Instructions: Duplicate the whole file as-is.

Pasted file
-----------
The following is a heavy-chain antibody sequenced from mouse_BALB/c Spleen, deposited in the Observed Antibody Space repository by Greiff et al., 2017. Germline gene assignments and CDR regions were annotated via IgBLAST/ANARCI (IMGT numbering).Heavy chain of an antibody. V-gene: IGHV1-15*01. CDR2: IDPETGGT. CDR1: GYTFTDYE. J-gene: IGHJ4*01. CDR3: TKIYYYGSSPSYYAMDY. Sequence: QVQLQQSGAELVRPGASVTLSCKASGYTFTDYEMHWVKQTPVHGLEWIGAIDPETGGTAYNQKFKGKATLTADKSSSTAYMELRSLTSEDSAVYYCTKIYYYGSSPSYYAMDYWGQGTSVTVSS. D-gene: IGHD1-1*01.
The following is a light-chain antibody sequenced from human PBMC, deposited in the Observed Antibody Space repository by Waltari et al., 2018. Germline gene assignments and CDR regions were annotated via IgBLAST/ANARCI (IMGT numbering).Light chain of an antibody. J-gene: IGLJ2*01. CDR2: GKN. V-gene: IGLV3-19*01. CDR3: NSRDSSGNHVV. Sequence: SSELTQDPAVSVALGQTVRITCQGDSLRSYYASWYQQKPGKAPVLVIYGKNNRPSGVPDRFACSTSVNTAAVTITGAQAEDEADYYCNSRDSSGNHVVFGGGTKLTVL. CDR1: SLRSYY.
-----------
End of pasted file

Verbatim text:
The following is a heavy-chain antibody sequenced from mouse_BALB/c Spleen, deposited in the Observed Antibody Space repository by Greiff et al., 2017. Germline gene assignments and CDR regions were annotated via IgBLAST/ANARCI (IMGT numbering).Heavy chain of an antibody. V-gene: IGHV1-15*01. CDR2: IDPETGGT. CDR1: GYTFTDYE. J-gene: IGHJ4*01. CDR3: TKIYYYGSSPSYYAMDY. Sequence: QVQLQQSGAELVRPGASVTLSCKASGYTFTDYEMHWVKQTPVHGLEWIGAIDPETGGTAYNQKFKGKATLTADKSSSTAYMELRSLTSEDSAVYYCTKIYYYGSSPSYYAMDYWGQGTSVTVSS. D-gene: IGHD1-1*01.
The following is a light-chain antibody sequenced from human PBMC, deposited in the Observed Antibody Space repository by Waltari et al., 2018. Germline gene assignments and CDR regions were annotated via IgBLAST/ANARCI (IMGT numbering).Light chain of an antibody. J-gene: IGLJ2*01. CDR2: GKN. V-gene: IGLV3-19*01. CDR3: NSRDSSGNHVV. Sequence: SSELTQDPAVSVALGQTVRITCQGDSLRSYYASWYQQKPGKAPVLVIYGKNNRPSGVPDRFACSTSVNTAAVTITGAQAEDEADYYCNSRDSSGNHVVFGGGTKLTVL. CDR1: SLRSYY.